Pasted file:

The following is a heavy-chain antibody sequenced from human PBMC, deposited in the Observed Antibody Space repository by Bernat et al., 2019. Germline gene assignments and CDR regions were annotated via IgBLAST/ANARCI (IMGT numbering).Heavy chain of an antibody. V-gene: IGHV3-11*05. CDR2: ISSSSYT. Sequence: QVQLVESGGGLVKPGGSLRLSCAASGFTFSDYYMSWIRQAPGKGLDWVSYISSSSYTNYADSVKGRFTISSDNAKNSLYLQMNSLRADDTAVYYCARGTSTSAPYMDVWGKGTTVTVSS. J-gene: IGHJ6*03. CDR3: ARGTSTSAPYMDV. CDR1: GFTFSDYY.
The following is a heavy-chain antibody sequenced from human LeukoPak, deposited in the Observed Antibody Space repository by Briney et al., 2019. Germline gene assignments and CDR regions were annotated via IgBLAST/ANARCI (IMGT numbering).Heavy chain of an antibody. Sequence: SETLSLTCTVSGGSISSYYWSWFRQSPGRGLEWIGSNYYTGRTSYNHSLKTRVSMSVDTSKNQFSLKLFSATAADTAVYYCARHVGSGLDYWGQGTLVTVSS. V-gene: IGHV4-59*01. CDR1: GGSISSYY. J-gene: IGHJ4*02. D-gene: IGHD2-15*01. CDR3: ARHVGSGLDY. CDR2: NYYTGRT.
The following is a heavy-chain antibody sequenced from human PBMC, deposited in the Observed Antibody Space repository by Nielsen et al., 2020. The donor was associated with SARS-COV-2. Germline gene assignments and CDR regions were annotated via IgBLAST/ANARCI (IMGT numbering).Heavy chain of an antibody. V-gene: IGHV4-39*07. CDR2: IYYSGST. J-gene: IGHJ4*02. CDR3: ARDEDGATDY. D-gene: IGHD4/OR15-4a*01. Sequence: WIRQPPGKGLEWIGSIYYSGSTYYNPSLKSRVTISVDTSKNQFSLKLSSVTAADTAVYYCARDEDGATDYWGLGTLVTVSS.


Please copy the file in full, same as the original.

The following is a heavy-chain antibody sequenced from human PBMC, deposited in the Observed Antibody Space repository by Bernat et al., 2019. Germline gene assignments and CDR regions were annotated via IgBLAST/ANARCI (IMGT numbering).Heavy chain of an antibody. V-gene: IGHV3-11*05. CDR2: ISSSSYT. Sequence: QVQLVESGGGLVKPGGSLRLSCAASGFTFSDYYMSWIRQAPGKGLDWVSYISSSSYTNYADSVKGRFTISSDNAKNSLYLQMNSLRADDTAVYYCARGTSTSAPYMDVWGKGTTVTVSS. J-gene: IGHJ6*03. CDR3: ARGTSTSAPYMDV. CDR1: GFTFSDYY.
The following is a heavy-chain antibody sequenced from human LeukoPak, deposited in the Observed Antibody Space repository by Briney et al., 2019. Germline gene assignments and CDR regions were annotated via IgBLAST/ANARCI (IMGT numbering).Heavy chain of an antibody. Sequence: SETLSLTCTVSGGSISSYYWSWFRQSPGRGLEWIGSNYYTGRTSYNHSLKTRVSMSVDTSKNQFSLKLFSATAADTAVYYCARHVGSGLDYWGQGTLVTVSS. V-gene: IGHV4-59*01. CDR1: GGSISSYY. J-gene: IGHJ4*02. D-gene: IGHD2-15*01. CDR3: ARHVGSGLDY. CDR2: NYYTGRT.
The following is a heavy-chain antibody sequenced from human PBMC, deposited in the Observed Antibody Space repository by Nielsen et al., 2020. The donor was associated with SARS-COV-2. Germline gene assignments and CDR regions were annotated via IgBLAST/ANARCI (IMGT numbering).Heavy chain of an antibody. V-gene: IGHV4-39*07. CDR2: IYYSGST. J-gene: IGHJ4*02. CDR3: ARDEDGATDY. D-gene: IGHD4/OR15-4a*01. Sequence: WIRQPPGKGLEWIGSIYYSGSTYYNPSLKSRVTISVDTSKNQFSLKLSSVTAADTAVYYCARDEDGATDYWGLGTLVTVSS.